Yonkers, on the Hudson just north of New York City, takes its name from youncker (young nobleman) Adriaen Van Der Donck, who first acquired it from the Dutch West India Company in the early 1600s. With a population of over 200,000, Yonkers is actually the fourth-largest city in New York State, but it functions primarily as a sort of scruffy extension of its much larger neighbor to the south.
Originally a Lenape Indian village, Yonkers became an important manufacturing center in the second half of the 19th century. Among its chief products were textiles, carpets, patent medicines, insulated wire and cable, and elevators. Yonkers inventor Elisha G. Otis introduced the world’s first “perpendicular stairway” in 1853.
Hudson River Museum
Yonkers’ biggest visitor attraction is the Hudson River Museum (511 Warburton Ave., off Rte. 9 at the north end of town, 914/963-4550, www.hrm.org, noon–5 p.m. Wed.–Sun., 5–8 p.m. Fri., adults $5, seniors and children 5–16 $3), partially housed in an impressive stone mansion overlooking the Hudson. Built by financier John Bond Trevor in 1876, Glenview Mansion is still outfitted with its original Victorian furnishings and art.
Next door is a large, modern museum wing that presents first-rate exhibits on everything from regional flora and fauna to Hudson River history.
Also at the museum are the exuberant The Bookstore—an “environmental sculpture” designed by Red Grooms—and the Andrus Planetarium, equipped with a Zeiss star machine (shows cost adults $5, seniors and children $3). The museum’s café is a good spot for lunch.
Philipse Manor Hall State Historic Site
A few miles south of the Hudson River Museum, next door to a well-worn park, is the grand Philipse Manor Hall (29 Warburton Ave., at Dock St., 914/965-4027, http://nysparks.state.ny.us, tours offered Tues.–Sun. at noon, 1 p.m. and 2 p.m., adults $5, seniors and students $3, children under 12 free).
The manor was originally built in the 1680s for Dutchman Frederick Philipse, who came to New York to work as a carpenter for Gov. Peter Stuyvesant. Through his own skills and a strategic marriage, Philipse later rose to become one of the most powerful men in the Hudson Valley. By the end of his life, he owned an estate that covered virtually all of today’s Westchester County.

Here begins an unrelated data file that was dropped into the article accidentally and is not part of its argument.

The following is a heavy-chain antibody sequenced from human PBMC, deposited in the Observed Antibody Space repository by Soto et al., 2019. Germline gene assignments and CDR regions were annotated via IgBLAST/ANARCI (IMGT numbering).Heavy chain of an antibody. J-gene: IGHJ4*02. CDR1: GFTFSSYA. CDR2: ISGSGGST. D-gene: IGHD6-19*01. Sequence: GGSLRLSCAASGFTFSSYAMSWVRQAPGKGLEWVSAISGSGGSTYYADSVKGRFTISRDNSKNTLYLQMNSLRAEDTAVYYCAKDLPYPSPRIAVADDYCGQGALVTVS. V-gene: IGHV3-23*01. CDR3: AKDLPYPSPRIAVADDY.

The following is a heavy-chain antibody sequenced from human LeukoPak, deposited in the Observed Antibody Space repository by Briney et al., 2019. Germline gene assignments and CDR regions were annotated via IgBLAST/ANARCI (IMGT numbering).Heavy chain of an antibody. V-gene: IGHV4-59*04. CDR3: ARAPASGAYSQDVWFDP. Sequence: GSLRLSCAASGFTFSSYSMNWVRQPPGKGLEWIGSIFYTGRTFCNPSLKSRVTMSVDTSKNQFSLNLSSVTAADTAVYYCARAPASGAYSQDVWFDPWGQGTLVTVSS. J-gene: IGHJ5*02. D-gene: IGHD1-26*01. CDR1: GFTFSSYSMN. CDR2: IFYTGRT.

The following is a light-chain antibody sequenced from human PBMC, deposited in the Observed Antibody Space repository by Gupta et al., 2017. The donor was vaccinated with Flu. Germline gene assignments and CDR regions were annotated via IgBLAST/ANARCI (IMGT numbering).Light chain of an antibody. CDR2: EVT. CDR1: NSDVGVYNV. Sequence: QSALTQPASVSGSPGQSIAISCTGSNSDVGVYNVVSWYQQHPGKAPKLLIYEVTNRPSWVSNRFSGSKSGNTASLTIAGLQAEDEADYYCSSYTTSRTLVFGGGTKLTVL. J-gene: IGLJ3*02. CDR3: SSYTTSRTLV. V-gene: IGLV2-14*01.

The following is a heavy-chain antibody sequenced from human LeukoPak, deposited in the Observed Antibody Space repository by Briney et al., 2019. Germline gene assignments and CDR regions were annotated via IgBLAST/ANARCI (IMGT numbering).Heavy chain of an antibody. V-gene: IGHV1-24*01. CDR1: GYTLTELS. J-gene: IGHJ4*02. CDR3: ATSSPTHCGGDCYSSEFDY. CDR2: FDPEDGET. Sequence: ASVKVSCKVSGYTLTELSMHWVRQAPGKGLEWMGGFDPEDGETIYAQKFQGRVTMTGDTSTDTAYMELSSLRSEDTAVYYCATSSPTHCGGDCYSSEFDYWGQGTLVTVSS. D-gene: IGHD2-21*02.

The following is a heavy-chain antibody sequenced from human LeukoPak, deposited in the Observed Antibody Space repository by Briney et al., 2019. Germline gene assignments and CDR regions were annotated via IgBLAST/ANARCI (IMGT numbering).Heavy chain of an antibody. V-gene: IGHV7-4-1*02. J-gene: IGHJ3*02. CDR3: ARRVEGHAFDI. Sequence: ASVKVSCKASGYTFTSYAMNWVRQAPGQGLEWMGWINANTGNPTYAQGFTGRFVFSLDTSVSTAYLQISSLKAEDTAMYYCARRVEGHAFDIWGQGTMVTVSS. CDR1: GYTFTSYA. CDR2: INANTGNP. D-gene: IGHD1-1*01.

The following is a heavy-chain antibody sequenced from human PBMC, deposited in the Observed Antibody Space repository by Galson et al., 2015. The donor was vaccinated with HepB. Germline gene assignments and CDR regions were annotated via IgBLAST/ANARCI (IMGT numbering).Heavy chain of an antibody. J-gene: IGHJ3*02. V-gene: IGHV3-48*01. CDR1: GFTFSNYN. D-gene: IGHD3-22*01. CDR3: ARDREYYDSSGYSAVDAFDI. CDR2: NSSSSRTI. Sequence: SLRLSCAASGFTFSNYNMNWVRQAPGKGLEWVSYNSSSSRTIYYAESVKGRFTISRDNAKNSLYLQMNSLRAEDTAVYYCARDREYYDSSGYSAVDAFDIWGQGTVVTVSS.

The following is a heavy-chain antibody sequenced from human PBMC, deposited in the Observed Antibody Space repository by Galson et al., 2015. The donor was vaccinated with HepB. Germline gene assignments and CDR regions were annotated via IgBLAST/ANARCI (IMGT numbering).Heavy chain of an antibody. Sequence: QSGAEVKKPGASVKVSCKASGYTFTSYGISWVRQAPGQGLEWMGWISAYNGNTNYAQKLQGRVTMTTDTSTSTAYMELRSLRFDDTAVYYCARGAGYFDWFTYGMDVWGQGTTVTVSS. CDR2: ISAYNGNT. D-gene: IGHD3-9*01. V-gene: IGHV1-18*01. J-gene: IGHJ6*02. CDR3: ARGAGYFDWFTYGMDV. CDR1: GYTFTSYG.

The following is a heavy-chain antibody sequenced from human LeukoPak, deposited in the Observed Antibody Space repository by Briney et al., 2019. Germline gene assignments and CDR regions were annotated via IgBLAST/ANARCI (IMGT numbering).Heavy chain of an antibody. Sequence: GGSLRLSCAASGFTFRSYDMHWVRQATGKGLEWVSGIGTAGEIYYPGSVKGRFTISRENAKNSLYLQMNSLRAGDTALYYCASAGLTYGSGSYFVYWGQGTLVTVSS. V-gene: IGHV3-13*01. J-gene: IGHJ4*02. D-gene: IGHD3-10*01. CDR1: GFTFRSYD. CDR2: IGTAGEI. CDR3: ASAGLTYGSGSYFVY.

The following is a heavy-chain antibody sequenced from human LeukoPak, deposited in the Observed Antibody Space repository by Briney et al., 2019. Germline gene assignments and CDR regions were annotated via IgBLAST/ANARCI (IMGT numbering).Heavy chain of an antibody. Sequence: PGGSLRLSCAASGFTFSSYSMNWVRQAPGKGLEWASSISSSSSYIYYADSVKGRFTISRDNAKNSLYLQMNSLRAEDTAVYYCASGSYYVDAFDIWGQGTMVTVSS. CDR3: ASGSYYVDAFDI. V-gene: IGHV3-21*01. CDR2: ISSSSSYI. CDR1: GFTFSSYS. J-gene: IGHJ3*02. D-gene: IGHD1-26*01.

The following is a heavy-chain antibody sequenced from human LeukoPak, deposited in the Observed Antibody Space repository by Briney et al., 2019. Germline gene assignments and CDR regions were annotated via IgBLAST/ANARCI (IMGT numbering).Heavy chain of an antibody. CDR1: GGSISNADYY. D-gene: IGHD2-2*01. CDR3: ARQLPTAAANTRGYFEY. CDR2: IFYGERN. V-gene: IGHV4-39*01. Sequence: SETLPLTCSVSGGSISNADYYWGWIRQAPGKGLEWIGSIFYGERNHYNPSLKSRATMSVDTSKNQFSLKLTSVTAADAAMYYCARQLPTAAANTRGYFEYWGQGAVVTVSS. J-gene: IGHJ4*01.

A prominent Loyalist, Philipse was one of the 200-plus Colonial New Yorkers who signed the Declaration of Dependence, swearing allegiance to King George III shortly after those 56 other Americans signed the Declaration of Independence. Documents and artifacts from that era are on display, along with an excellent collection of American portraits by Gilbert Stuart and the like.
At Yonkers Raceway (810 Central Ave., at Yonkers Ave., 914/968-4200, post time 7:10 p.m. nightly, closed Wed. and Sun.), nighttime harness racing can be seen year-round. The current track dates back to 1958, but the first Yonkers track was built in 1898 and was long known as the “poor man’s racecourse.”
In fact, one of its earliest owners, chain-store magnate James Butler, liked to pretend that he was poor. He once declined to play golf with John D. Rockefeller, Sr.—calling it a rich man’s game—and rode around town in a rickety, out-of-date automobile. Empire City Casino now operates from the 2005 renovated clubhouse.
After suffering relocation due to a freak rockslide incident, Rangoli (615 Main St., New Rochelle, 914/235-1306, www.rangoliindiancuisine.com, $15), which moved from Pelham to New Rochelle, a 15-minute drive from Yonkers, is worth the drive for the atmosphere and well loved Indian cuisine. If you want to eat in town, Belle Havana (35 Main St., 914/969-1006, $22), in Yonkers, offers mojitos and ‘el sabor de Cuba’ with fusion foodie flair via respected chef, Alexandre Cheblal.
© Avalon Travel and Sascha Zuger from Moon New York State, 5th Edition